Sunday, June 27, 2010
Vacation Diary - Day 2
It sounds like Toronto went crazy last night, so maybe I shouldn’t have mocked the security after all. But since it’s so widely known they spent a billion dollars on it, surely the logical protest strategy would have been to sit in sublime peace and serenity, threatening and breaking nothing, thus allowing endless scope for mocking the government as neurotic fools. Now, it seems to me from this distance, Harper will be able to claim all was justified, and the authoritarian narrative (the same one that has us in Afghanistan, wasting a fortune on building new prisons etc.) just gets stronger. Ah well, I guess you have to shake the cobwebs off the anarchy talk once every decade or so…
While that was happening, we slept until 9 am, although I’d been awake between around 3 am and 5am, posting yesterday’s installment among other things. I went on a Starbucks run – hardly the right French thing to do, but I figure we can start being French once we’re properly awake (virtually everyone in line there was a tourist). We got going around 11 and embarked on a major walk (our hotel, by the way, is categorically in the most perfect of locations). We wandered up boulevard St-Germain, known as a centre of left bank activity, embodied in particular by the “Deux Magots” café where many artistic giants have hung out over the years (more recently, someone I know made a Demi Moore/Ashton Kutcher/Bruce Willis sighting there). The sidewalk cafes aren’t very differentiated – they tend to have identical red awnings and I expect largely identical menus, and at the more popular ones you really have to like having a stranger’s ass crammed up against yours – but they’re a huge source of energy: with so many people sitting outside and watching the world, the world self-evidently has to be worth watching. And how could any new city ever replicate those tree canopies?...you can do all the planning you want, but you can’t fake the quirky reality of natural evolution (that’s why they keep quoting Jane Jacobs). It’s all pretty easy-going on Sunday morning though. We wandered the length of the boulevard, bringing us back to the Seine, then crossed to the right bank and continued walking north, toward the Pigalle area, past endless stylish-looking stores all closed for today (no, not for the G-20, for Sunday), with the streets largely deserted, and then veering more to the south-west, eventually encountering a few more people, and then a lot more people. That’s right, if it’s tour buses, it must be the Arc de Triomphe.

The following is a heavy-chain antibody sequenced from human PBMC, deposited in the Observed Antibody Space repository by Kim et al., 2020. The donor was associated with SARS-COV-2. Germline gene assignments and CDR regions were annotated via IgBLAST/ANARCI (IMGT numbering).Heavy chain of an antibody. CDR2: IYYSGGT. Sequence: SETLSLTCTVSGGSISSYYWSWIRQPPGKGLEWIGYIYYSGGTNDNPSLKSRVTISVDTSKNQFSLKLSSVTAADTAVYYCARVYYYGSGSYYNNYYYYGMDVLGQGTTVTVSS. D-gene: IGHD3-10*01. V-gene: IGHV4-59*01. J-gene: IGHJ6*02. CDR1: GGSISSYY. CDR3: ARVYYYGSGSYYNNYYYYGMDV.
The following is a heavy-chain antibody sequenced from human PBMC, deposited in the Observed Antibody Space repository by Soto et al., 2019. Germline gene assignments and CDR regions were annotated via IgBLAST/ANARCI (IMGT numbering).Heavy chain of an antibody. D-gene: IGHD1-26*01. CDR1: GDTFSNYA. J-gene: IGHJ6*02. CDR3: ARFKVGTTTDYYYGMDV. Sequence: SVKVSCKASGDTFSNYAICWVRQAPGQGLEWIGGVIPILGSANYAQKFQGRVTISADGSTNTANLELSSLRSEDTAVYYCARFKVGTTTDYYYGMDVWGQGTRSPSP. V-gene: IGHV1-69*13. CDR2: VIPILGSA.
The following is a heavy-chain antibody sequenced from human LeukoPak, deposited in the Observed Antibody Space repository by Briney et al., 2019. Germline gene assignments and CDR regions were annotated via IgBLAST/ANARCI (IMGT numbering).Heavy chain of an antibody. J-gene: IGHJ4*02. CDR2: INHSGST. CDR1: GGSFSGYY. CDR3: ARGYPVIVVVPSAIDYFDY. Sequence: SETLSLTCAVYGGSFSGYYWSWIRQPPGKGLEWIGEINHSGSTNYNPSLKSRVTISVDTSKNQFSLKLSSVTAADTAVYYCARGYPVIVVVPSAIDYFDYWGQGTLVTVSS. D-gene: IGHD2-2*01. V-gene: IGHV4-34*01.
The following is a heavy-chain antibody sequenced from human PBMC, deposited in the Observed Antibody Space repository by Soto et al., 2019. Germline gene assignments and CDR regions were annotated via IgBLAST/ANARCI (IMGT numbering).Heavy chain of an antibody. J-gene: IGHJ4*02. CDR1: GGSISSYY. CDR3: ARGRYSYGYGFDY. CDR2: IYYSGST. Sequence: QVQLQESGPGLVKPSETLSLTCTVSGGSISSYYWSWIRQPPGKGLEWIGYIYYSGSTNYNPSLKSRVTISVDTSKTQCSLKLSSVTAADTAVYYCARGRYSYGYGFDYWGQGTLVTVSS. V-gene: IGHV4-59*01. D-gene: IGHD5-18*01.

Whether or not the Arc itself is in some sense a great (as opposed to big) creation I don’t know, but it’s certainly a classic example of urban structuring. We walked down the Champs Elysees, just about a thousand times busier than the otherwise largely similar streets we’d explored earlier, all the way down to the eye-defeatingly vast Place de la Concorde, where they seem to be in full swing setting up seating and other infrastructure for the July 14 parade. From there we entered the jardin des Tuileries, a dustier and more slumbering park space than last night’s Luxembourg gardens, which took us right up to the Louvre. We had been walking for three hours, with hardly a break; we decided to get out of the sun and get us some culture.